David Ostrem

"Vancouver 1975 Illegible Rescue Note (it's real) and Women's Book Store"    
 18" x 18" each

These two paintings are as one piece and it is called "Vancouver 1975 Illegible
Rescue Note (it's real) and Women's Book Store"  2010. They are acrylic on wood.   
In 1975 I was driving a taxi on the Downtown East Side at 4 AM. I was flagged by a prostitute and a guy who may have been a trick but seemed more likely to be a pimp. The woman seemed quite nervous and when they got out I thought she seemed downright terrified. After I drove away, I noticed that she had left a hastily scribbled note on half a match book. All I can make out to this day is "Please come get me at blah". I felt terrible but there was no way I could figure out where they were and in 1975 calling the cops to save a hooker from a pimp was not an option. That's where the book store comes in, hardy  pioneers out there in the wilds of the 70's.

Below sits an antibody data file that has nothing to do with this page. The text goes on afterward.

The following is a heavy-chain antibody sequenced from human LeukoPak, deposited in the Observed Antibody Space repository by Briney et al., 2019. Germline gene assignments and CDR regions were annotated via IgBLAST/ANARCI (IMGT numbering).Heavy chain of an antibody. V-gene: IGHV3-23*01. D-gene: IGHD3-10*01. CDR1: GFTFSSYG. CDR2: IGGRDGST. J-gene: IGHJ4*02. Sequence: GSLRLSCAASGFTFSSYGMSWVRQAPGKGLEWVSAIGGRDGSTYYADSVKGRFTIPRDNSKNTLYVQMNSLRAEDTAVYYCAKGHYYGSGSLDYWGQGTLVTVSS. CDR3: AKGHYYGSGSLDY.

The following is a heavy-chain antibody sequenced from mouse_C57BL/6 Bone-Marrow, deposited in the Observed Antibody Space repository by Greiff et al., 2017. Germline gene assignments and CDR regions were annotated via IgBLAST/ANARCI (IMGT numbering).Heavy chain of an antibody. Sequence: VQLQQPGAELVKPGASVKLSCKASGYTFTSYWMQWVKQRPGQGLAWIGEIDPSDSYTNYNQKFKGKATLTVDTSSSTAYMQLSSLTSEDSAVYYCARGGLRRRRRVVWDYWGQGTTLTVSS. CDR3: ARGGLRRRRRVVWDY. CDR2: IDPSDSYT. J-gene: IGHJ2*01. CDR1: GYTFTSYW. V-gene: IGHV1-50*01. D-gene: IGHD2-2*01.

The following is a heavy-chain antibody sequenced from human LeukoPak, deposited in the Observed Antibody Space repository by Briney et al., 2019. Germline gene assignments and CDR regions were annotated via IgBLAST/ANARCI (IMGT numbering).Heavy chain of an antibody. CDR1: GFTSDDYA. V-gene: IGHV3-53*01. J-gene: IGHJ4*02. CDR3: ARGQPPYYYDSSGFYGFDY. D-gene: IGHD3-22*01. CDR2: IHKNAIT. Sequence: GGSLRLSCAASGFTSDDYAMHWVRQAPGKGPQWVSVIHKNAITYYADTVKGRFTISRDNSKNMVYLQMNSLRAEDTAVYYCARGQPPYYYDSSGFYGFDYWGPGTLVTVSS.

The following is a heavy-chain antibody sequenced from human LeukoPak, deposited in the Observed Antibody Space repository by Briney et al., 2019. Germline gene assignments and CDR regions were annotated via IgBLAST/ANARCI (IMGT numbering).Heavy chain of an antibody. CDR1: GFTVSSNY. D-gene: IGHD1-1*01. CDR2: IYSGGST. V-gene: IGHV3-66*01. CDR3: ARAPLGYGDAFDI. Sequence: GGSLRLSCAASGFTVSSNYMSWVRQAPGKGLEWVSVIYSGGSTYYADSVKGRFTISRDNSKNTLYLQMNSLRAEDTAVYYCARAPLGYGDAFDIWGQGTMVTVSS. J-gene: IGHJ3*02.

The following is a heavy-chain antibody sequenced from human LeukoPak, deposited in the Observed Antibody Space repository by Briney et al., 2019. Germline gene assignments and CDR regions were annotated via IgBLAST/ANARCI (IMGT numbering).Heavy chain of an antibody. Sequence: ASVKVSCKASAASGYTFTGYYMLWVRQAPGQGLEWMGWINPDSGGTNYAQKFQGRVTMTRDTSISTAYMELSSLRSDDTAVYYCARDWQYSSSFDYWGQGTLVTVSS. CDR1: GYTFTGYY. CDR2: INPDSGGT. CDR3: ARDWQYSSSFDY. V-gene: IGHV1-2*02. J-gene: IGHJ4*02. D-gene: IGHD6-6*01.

David Ostrem  2010                                                      


grey to green

Intersections Media would like to thank the City of Vancouver and their Great Beginnings Initiative,  the City of Vancouver’s Downtown Eastside Neighbourhoods Group,  and District 319 for their support of the Grey to Green project.